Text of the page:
—Emily Butler, Karson Butler Events

➸ Splurge: A beautiful ceremony backdrop. This is often the first impression for guests and in all your ceremony photos. Whenever possible, we have the ceremony decor repurposed for the reception.

• Skip: The cheese board at cocktail hour. Stationary appetizers have their place, but cocktail hour is a time to mingle with passed appetizers flowing.

—Margo Fischer, Bright Occasions

➸ Splurge: The most important part of the day is the ceremony. Setting the tone with live music as you are joining your lives together creates elegance and class.

• Skip: The drone flying overhead. It’s called a drone for a reason—the sound is very annoying.

—Kevin Olivera, Olivera Music Entertainment

➸ Splurge: I love when the couple really takes care of their guests. For example, for an outdoor summer ceremony, one couple provided cold towels. For a late-fall outdoor ceremony, one couple provided stylish, warm blankets. If you are offering valet parking, have the attendants put bottles of water in cars as guests depart.

• Skip: Ceremony programs. I cannot tell you how many programs I’ve collected and returned to my clients. Guests read them during the ceremony but often don’t keep them.

—Vicky Choy, Event Accomplished

➸ Splurge: Creating an atmosphere. You want guests to remember the feel of your wedding, so splurge on things that make an impact in function (tent floors, lighting, paper goods), fun (band and bar), or eye appeal (displays, tablescapes, florals).

• Skip: Anything that’s not original. If you find yourself doing something just because it’s trendy and not because it’s a reflection of you and your partner, skip it.

—Kari Rider, Kari Rider Events

➸ Splurge: A moment that leaves a lasting impression. Dancing under a canopy of greenery and twinkle lights to a well-chosen song is a memory that will stick with guests (and you!) for years.

• Skip: Expensive centerpieces. When the focal point is the dance floor, guests will hardly remember what was on their tables.

—Sophie Felts, Sophie Felts Floral Design

➸ Splurge: Signature drinks for cocktail hour. This doesn’t have to be an actual cocktail, but maybe a craft-beer bar for the home-brewing type or a rosé station for the couple who is rosé-all-day.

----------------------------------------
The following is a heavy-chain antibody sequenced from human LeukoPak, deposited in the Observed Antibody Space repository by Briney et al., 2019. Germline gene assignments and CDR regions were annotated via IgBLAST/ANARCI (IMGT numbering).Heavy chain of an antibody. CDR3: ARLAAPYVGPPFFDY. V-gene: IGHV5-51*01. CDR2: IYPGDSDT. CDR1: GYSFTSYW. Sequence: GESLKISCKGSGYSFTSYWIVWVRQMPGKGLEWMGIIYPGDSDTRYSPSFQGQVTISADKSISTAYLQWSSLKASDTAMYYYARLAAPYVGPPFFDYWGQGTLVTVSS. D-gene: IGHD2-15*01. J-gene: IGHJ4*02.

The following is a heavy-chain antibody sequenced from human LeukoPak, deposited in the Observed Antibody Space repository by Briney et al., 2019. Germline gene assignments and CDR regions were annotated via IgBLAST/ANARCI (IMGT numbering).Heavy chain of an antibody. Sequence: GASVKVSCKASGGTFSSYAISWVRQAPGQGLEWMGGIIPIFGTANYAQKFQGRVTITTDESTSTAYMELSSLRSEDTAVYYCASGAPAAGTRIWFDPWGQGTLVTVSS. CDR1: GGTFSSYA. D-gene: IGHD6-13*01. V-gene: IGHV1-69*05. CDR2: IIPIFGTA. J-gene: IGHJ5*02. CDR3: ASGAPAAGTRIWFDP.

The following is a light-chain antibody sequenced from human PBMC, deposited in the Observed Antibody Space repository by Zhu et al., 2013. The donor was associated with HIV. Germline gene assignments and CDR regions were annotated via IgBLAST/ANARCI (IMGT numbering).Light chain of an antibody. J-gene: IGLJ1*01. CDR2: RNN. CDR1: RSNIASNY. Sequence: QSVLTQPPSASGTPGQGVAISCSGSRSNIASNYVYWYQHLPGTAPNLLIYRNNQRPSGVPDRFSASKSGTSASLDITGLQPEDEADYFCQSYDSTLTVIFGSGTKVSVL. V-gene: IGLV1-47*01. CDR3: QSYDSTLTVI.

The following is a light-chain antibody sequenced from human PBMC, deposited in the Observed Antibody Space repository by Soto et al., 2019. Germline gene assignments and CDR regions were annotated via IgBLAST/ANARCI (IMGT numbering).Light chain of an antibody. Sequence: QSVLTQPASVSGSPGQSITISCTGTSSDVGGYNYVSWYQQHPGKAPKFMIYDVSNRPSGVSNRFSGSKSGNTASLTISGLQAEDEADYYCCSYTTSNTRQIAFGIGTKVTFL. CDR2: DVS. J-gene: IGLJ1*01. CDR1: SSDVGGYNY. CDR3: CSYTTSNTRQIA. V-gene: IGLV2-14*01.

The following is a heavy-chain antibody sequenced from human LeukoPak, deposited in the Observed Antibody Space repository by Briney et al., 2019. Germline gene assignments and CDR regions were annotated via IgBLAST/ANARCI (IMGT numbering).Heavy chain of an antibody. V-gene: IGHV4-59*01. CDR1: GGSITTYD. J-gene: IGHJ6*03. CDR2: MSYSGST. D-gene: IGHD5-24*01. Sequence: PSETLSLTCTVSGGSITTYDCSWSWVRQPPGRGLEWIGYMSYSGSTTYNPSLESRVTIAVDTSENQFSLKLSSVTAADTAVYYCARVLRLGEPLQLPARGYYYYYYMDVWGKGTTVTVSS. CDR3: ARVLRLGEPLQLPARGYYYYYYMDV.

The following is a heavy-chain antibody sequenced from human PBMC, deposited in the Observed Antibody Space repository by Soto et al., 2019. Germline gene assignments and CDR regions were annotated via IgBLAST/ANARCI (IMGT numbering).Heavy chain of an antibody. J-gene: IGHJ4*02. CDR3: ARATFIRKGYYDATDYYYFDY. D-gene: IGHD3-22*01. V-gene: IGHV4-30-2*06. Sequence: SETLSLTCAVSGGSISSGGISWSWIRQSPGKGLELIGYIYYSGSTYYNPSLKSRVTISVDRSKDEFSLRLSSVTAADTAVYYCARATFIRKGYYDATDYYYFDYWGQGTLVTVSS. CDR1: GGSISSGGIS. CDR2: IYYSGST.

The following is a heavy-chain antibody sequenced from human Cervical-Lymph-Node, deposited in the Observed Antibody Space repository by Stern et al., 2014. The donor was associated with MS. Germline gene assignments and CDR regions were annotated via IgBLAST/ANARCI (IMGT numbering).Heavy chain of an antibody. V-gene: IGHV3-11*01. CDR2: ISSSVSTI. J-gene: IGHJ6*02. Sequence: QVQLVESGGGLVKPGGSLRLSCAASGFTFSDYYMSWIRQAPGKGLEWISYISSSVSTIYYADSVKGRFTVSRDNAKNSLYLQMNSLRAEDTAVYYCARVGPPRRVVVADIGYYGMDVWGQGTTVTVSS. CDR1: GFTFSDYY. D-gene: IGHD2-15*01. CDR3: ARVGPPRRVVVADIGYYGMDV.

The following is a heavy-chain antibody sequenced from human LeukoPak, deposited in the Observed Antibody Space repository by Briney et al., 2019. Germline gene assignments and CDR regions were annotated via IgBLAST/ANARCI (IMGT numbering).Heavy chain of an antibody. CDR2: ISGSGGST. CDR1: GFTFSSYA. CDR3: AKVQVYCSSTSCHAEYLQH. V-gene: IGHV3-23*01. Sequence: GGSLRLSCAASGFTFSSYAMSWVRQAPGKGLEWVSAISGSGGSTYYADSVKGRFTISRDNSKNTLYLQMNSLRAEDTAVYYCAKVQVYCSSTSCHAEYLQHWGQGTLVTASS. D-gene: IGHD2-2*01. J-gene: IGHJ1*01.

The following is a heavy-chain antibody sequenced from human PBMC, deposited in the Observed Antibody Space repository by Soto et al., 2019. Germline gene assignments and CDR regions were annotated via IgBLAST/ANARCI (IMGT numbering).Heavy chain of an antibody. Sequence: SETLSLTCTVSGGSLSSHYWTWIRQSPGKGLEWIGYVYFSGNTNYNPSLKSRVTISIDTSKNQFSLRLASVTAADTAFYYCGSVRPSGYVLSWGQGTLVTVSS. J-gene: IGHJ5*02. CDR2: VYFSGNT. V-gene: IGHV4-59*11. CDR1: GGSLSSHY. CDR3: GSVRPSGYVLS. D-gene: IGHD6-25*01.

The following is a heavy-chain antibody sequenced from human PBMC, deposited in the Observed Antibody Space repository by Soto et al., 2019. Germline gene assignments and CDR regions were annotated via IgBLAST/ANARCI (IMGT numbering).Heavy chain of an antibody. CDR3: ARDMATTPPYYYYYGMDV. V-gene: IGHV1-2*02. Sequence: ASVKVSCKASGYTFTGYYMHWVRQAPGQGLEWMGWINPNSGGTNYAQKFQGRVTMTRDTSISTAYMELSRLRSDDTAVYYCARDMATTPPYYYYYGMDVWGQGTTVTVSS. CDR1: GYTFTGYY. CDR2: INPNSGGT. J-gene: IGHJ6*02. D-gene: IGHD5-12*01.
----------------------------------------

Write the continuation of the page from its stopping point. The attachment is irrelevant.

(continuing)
• Skip: The full bar if your crowd isn’t a liquor-drinking crowd. Instead serve the signature drinks, beer, and wine. Or skip the Champagne toast. Instead make sure wine service is included and have guests toast with what is in their glass.

—Julie Vieira, Kruse and Vieira Events

➸ Splurge: Entertainment during the first course, such as an aerialist or fire dancer. It’s fun and sparks conversation for the entrée course.

• Skip: Live music during cocktail hour. Guests are more focused on food and conversation.

—Tabitha Roberts, Roberts & Co. Events

➸ Splurge: A pre-ceremony sip or bite. Nothing is more welcoming to a guest upon arrival than a passed beverage or a little nosh. In the summer, consider something refreshing; in the winter, a spiked cider or a modern version of mulled wine.

• Skip: Fancy glassware. I don’t know a single person who ever sat down at a 200-person, plated-dinner wedding and said, “What?! This isn’t German crystal?!” The standard wineglasses the caterer provides will be just fine.

—Teresa Antonucci Lee, Rex & Regina Events

➸ Splurge: A great band.

• Skip: The plated dessert course. The best celebrations have people up and dancing as soon as possible!

—Anne Kelley, Anne Kelley Events

➸ Splurge: Outside-the-box dessert. Splurge for something personal and interactive—a doughnut wall, popsicle stand, tiers of different pies, sundae bar, s’mores station, or even a dessert food truck.

• Skip: The elaborate wedding cake.

—Lisa Boggs, Lisa Boggs Photography

Photo by Lisa Boggs Photography

➸ Splurge: Your Instagramable moment. Whether this is an escort display that doubles as a backdrop, a hanging feature in the reception room, or a photo booth adorned with smilax and roses, having a place for guests to take selfies will not go unappreciated.

• Skip: Trying to cover up eyesores or boring corners. Sometimes there are features at a venue that are less than perfect, but why spend money drawing more attention to them?

—Ashley Greer, Atelier Ashley Flowers

➸ Splurge: Your bouquet and the head table are in 90 percent of your photos, so I would make them both super-full with tons of flowers.

• Skip:Make the other table centerpieces smaller so you can go big on the head table and make a statement.

—Liz Fogarty, Liz Fogarty Photography

➸ Splurge: A thoughtful, creative escort feature that can serve as information for guests getting to their seats, a backdrop for photos, and a talking point for cocktail hour, as well as a favor or keepsake.

• Skip: Too many tchotchkes. Monograms are great, but putting your name or wedding date on everything can be overkill. What seems like a steal on Etsy can add up to a lot of money and boxes of things no one really cares about. Choose one or two things and make them really lovely.

—Laura Ritchie, Grit & Grace

➸ Splurge: Going all-out to ensure that guests feel valued for their presence. This can be anything from personalized welcome notes to personalized gifts and place settings.

• Skip: Inviting your entire address book. A lot of brides who have really large weddings say afterward they wish it had been smaller. Keep it intimate and personal.

—Shile Bello, RAE Affairs


Assistant Editor, Washingtonian Weddings

Jacqueline comes to Washingtonian with close to five years of digital content experience and SEO best practices. She previously was a senior editorial associate at WeddingWire, specializing in wedding fashion, and before that, an assistant at Vow Bride. Originally from Norfolk, Virginia, she now lives in Columbia Heights.

Amy Moeller
Fashion & Weddings Editor

Amy leads Washingtonian Weddings and writes Style Setters for Washingtonian. Prior to joining Washingtonian in March 2016, she was the editor of Capitol File magazine in DC and before that, editor of What’s Up? Weddings in Annapolis.